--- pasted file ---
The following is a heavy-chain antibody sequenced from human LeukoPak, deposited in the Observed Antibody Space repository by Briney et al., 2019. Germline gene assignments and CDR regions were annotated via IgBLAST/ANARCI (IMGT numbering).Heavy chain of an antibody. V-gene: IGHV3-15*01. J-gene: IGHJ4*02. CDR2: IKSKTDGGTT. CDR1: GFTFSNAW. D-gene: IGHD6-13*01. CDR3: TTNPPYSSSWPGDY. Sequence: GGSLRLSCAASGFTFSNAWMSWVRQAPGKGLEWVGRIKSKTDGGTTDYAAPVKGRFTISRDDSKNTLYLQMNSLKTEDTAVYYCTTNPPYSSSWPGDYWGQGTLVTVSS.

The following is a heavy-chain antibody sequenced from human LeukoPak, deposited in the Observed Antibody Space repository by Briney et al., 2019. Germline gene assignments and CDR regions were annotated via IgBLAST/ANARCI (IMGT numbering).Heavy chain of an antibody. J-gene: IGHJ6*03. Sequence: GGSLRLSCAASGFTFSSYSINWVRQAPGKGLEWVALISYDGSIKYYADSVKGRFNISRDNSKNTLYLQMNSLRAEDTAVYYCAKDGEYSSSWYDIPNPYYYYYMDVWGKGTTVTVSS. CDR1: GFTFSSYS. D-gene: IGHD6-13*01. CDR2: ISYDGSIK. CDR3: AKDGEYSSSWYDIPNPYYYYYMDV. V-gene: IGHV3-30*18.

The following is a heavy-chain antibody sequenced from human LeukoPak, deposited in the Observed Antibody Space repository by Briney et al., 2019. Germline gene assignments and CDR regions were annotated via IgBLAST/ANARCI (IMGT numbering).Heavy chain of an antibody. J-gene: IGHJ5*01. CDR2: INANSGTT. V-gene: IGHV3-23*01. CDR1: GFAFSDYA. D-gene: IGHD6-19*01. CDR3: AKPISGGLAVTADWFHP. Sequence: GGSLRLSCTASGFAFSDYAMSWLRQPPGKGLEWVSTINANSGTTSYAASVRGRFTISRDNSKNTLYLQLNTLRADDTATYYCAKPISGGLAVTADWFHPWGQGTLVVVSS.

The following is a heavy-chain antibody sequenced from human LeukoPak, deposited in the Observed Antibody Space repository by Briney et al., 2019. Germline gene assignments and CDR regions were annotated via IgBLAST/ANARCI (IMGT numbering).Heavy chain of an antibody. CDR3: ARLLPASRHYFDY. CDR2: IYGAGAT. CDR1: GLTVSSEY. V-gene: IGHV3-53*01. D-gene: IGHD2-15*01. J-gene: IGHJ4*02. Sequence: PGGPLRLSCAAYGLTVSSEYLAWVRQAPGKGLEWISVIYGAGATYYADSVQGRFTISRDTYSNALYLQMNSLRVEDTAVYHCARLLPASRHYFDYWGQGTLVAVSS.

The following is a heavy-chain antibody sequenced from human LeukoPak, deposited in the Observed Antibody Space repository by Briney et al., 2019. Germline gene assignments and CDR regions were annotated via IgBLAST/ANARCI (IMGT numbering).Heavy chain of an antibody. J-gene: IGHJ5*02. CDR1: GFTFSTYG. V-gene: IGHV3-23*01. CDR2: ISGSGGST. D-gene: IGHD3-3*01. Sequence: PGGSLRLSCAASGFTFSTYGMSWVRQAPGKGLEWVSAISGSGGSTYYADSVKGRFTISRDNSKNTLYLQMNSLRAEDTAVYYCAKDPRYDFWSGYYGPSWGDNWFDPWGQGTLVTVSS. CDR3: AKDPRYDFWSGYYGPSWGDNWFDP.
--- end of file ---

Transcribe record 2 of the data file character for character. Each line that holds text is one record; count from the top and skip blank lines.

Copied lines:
The following is a heavy-chain antibody sequenced from human LeukoPak, deposited in the Observed Antibody Space repository by Briney et al., 2019. Germline gene assignments and CDR regions were annotated via IgBLAST/ANARCI (IMGT numbering).Heavy chain of an antibody. J-gene: IGHJ6*03. Sequence: GGSLRLSCAASGFTFSSYSINWVRQAPGKGLEWVALISYDGSIKYYADSVKGRFNISRDNSKNTLYLQMNSLRAEDTAVYYCAKDGEYSSSWYDIPNPYYYYYMDVWGKGTTVTVSS. CDR1: GFTFSSYS. D-gene: IGHD6-13*01. CDR2: ISYDGSIK. CDR3: AKDGEYSSSWYDIPNPYYYYYMDV. V-gene: IGHV3-30*18.